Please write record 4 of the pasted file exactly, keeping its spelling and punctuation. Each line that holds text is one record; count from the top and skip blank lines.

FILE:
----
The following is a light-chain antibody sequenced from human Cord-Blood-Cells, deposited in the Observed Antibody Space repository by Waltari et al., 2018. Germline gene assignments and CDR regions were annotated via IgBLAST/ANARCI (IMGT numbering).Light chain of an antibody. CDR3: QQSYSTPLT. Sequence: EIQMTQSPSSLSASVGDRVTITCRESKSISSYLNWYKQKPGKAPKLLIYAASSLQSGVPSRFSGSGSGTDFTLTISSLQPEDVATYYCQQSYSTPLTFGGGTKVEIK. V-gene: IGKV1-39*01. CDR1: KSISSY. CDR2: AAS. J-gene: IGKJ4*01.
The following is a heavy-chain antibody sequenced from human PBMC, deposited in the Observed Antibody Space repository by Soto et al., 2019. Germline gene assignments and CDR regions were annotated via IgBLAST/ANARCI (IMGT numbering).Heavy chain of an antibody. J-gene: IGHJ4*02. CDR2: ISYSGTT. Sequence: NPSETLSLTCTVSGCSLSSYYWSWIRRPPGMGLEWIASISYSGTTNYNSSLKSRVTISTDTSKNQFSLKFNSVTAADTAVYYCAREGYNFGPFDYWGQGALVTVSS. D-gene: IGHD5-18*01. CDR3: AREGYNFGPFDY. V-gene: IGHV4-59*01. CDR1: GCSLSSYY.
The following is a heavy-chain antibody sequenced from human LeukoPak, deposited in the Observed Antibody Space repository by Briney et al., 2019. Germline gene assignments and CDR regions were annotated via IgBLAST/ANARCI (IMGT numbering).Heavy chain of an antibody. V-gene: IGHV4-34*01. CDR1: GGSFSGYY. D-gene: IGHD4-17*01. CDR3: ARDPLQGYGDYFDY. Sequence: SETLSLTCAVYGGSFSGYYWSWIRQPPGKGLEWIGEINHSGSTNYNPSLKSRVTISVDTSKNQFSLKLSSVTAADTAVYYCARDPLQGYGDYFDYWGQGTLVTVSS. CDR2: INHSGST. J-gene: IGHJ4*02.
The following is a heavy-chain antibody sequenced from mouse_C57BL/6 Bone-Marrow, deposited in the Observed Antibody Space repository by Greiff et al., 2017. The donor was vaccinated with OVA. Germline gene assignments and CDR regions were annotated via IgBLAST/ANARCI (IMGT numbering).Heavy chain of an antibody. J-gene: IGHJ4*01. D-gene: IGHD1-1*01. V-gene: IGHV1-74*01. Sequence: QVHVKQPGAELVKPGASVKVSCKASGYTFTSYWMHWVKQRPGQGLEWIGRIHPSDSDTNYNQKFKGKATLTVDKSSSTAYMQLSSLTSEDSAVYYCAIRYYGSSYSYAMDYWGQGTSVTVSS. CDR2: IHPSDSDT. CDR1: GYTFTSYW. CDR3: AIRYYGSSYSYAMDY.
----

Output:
The following is a heavy-chain antibody sequenced from mouse_C57BL/6 Bone-Marrow, deposited in the Observed Antibody Space repository by Greiff et al., 2017. The donor was vaccinated with OVA. Germline gene assignments and CDR regions were annotated via IgBLAST/ANARCI (IMGT numbering).Heavy chain of an antibody. J-gene: IGHJ4*01. D-gene: IGHD1-1*01. V-gene: IGHV1-74*01. Sequence: QVHVKQPGAELVKPGASVKVSCKASGYTFTSYWMHWVKQRPGQGLEWIGRIHPSDSDTNYNQKFKGKATLTVDKSSSTAYMQLSSLTSEDSAVYYCAIRYYGSSYSYAMDYWGQGTSVTVSS. CDR2: IHPSDSDT. CDR1: GYTFTSYW. CDR3: AIRYYGSSYSYAMDY.